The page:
State Board survey: Schools need more money, and more flexibility

Idaho schools need more money — and school leaders need more spending authority.

These familiar themes were two takeaways from a statewide school funding survey, released to legislators Tuesday.

The State Board of Education conducted the anonymous online survey in October, and heard from 2,161 Idahoans. The board’s goal: Provide public input to legislators who are trying to rewrite the state’s complicated and convoluted school funding formula.

Blake Youde
Blake Youde, State Board of Education

Perhaps not surprisingly, the survey’s questions were technical, and about two-thirds of the respondents are directly involved in education, in one way or another. Still, a few highlights emerged.

  • When asked a chicken-and-egg question of sorts, respondents made a strong pitch for increased funding. Sixty-three percent of respondents said education reforms “will have little to no impact on improving public education” until funding is increased. Twenty-six percent of respondents favored a reform-first approach, “and then we can determine whether more money is needed.” Parents of charter school students were more likely to favor the reform-first concept, State Board spokesman Blake Youde said.
  • An overwhelming majority — 88 percent of respondents — say they support giving schools more spending flexibility. In a similar landslide, 87 percent of respondents support extra funding to provide help for low-income students or special-needs students.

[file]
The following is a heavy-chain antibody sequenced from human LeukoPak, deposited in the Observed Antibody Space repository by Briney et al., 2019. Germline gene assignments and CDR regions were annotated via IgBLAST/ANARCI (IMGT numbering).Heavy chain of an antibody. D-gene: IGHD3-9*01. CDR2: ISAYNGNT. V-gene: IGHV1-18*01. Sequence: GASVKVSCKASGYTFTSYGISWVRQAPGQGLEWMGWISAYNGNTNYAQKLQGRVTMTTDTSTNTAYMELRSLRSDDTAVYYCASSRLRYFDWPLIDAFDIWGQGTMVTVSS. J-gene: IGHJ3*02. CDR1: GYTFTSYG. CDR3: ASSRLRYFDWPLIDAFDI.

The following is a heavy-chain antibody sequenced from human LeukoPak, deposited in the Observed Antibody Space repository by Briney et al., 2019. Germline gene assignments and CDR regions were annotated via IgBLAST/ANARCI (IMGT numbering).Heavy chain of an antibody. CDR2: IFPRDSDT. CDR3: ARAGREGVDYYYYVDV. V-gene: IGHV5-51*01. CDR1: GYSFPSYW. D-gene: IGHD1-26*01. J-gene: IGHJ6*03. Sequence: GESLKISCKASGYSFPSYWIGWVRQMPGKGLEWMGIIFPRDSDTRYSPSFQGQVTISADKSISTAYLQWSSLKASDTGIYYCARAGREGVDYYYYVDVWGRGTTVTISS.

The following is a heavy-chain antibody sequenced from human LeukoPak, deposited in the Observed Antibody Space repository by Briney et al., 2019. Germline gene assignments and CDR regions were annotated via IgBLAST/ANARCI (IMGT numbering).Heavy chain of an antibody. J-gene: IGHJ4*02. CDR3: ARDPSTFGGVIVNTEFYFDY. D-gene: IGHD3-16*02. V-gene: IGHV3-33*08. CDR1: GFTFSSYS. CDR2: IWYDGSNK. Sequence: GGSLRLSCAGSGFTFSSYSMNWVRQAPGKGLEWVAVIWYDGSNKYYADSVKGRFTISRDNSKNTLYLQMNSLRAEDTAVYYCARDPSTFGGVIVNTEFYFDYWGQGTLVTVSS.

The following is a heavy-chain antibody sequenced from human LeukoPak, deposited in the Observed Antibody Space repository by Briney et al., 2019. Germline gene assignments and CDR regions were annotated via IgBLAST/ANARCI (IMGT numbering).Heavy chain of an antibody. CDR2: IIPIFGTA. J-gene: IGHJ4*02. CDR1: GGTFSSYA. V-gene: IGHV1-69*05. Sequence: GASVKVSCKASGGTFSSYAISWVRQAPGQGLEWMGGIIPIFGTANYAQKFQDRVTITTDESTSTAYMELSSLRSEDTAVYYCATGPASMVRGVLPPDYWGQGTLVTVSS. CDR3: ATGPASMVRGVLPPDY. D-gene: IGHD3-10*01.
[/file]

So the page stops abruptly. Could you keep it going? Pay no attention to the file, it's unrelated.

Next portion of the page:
• Close to 70 percent of respondents say their local district or charter spends its money effectively or very effectively.

Youde presented the survey results to the Legislature’s funding formula committee, which met at the Statehouse Tuesday. The committee has been meeting since spring to dive into the funding formula, last rewritten in 1994.

The funding formula committee isn’t expected to make any recommendations for the 2017 legislative session, which opens on Jan. 9. On Tuesday, the committee continued its lengthy fact-finding process — hearing presentations on school district insurance costs, a newly released legislative audit on K-12 budget line items and other topics.

Committee members had few questions about the survey. But one of the committee’s co-chairs said the results will help inform lawmakers — especially when they can dig deeper into the numbers, and compare how teachers, administrators or parents look at the issues.

Chuck Winder
Sen. Chuck Winder, R-Boise

“I’m pleased with the cross-section of results and the responses we did get,” said Sen. Chuck Winder, R-Boise, the Senate’s assistant majority leader, and a newly appointed member of the Senate Education Committee.

The State Board wasn’t trying to put together a scientific survey with a random sample, Youde said. The State Board configured the survey to allow anonymous responses; for example, Youde said, the configuration allowed multiple responses from a single computer in a teachers’ lounge. The State Board also asked education groups to encourage their members to fill out the survey.

The response rates appeared to reflect this outreach effort. In all, 848 of the 2,161 respondents described themselves as teachers; 326 said they worked for a school in another capacity; 228 said they were in school administration; 46 said they were elected school trustees; and 91 described themselves as members of an education advocacy organization.